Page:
It is critical that this fuse be located as close to your +12V source as possible, and be rated for "just enough" current to start and run the fan without allowing much overhead. To avoid this, and set up the fan so that it can only run when the engine is on, use the schematic below instead. The fuse is absolutely necessary, and should be located as close (physically and electrically) to your 12V source as possible.
If you are unsure as to the accuracy of your stock temperature gauge, you absolutely must verify your readings with another source. If you are installing an electric fan because you want more power or better cooling, you should read The Myth Of The Electric Fan before you continue, and make an informed decision on whether you want to go through with this mod.
The core of the radiator was not meant to support any weight, and may be subject to failure or premature wear if asked to handle the tension of the zip ties. The idea here is that you watch the temperature gauge, and manually turn the fan on at idle or when the temps begin to climb during low-speed creeping. These thermostats are available from most electric fan suppliers, as well as Summit Racing. Using a relay means that you will wear the contacts in a cheap relay, and not an expensive thermostat. It should go without saying that the thermostat be located away from moisture, dirt and excessive heat.
Either an aftermarket temperature gauge (with it's sender installed before the thermostat) or a thermometer. The fan loads an already factory-overloaded electrical system since the factory 2nd gen alternator is either rated at 70A ('86-'88) or 90A ('89-'92).

Searching the Summit online catalogue for "thermostat" or "fan switch" will quickly turn up several. The relay is also designed for high-current abuse, whereas the thermostat contacts might not be as robust. You will see that we use the thermostat to activate the relay, which then switches the fan. The fan should turn on around 190 degrees or so in most cases as the thermostat is supposed to open around 177-183 degrees F. Once placed, the support ribs in the shroud sit just below the end tank, allowing you to drill a small hole in the rib and thread a zip tie through it and around the end tank. Both the Blackmagic and Pontiac 6000 fans have shrouds that almost perfectly fit the stock 2nd gen radiator. Grounding can be any common source, but it is best to make your ground as short as possible.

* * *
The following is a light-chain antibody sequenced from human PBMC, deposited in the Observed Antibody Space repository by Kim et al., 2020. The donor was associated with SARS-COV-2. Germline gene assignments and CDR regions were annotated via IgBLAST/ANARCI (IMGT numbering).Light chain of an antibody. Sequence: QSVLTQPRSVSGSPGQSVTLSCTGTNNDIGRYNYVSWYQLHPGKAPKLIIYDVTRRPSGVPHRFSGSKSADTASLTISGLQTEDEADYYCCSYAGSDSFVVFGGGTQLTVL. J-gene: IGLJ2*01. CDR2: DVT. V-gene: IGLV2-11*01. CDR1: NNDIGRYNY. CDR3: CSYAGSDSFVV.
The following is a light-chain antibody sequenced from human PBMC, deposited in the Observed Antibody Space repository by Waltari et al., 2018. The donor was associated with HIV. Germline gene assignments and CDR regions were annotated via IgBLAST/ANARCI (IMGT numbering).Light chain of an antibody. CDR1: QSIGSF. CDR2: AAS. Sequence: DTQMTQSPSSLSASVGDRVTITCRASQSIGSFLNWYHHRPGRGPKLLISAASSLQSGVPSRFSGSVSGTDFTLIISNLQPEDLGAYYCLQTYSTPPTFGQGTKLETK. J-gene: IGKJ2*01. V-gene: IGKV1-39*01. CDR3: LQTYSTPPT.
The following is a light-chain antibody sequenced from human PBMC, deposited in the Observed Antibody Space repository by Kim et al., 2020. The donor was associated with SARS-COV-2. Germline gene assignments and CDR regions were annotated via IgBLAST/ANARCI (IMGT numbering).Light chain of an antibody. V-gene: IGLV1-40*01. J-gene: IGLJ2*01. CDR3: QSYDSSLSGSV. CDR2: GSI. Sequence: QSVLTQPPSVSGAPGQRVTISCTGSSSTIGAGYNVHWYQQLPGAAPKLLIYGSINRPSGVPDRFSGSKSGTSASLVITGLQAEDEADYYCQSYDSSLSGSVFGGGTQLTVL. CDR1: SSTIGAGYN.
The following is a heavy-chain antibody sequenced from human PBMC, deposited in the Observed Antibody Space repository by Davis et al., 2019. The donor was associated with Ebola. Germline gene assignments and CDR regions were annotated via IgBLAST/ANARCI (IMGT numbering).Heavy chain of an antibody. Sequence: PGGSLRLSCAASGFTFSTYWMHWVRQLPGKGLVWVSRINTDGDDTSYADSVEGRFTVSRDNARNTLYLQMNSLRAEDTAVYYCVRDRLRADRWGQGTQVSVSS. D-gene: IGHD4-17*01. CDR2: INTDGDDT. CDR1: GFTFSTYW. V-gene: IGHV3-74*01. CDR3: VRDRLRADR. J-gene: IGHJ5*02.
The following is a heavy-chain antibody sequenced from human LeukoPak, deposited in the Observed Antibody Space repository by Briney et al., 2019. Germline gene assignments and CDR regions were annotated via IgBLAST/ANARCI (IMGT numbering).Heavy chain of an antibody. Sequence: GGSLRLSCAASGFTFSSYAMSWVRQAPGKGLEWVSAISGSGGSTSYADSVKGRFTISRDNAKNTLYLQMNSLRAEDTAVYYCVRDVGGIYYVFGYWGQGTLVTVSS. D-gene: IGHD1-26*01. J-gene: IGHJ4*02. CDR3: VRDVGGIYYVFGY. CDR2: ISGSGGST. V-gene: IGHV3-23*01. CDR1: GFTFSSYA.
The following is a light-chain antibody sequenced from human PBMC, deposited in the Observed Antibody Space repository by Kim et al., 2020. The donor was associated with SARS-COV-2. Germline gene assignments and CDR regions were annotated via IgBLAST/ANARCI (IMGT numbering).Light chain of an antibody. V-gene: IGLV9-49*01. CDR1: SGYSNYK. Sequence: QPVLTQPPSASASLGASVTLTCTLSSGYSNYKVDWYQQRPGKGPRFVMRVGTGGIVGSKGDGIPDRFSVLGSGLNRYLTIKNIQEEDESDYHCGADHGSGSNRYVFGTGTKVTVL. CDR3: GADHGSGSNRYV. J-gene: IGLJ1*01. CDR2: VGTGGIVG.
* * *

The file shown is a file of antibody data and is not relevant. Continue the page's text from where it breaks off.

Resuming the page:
The fan should not fight the water-thermostat in maintaining temp, and should only run for a few seconds after the car is turned off (unless the car is very hot).
Try to avoid the plastic fan mounting ties made for this purpose (they look like a ribbed string with a disk at each end) as they will damage radiator fins and put all the weight and tension onto the core.
The Fiero fan may or may not have a shroud, depending on which year of Fiero you get it from. If you use the chassis as ground, make sure to scrape away any paint that could interfere with your connection.
It's rear engine configuration means that airflow through the front mounted radiator is important.
In addition, even if you did free up a miniscule amount of engine horsepower by removing the slight inertia of the stock fan clutch, you are now burning it up (and more!) as the alternator puts more strain on the engine to produce the current necessary to run the fan. As far as I know, all fan thermostats are adjustable, but you might want to verify that the model you are looking at is before you buy.
It is entirely possible to have a defective temperature gauge, and the stock unit is only a relative indication of the true temperature of the car. Skipping the thermostat and just using a switch is not recommended, for reasons explained above.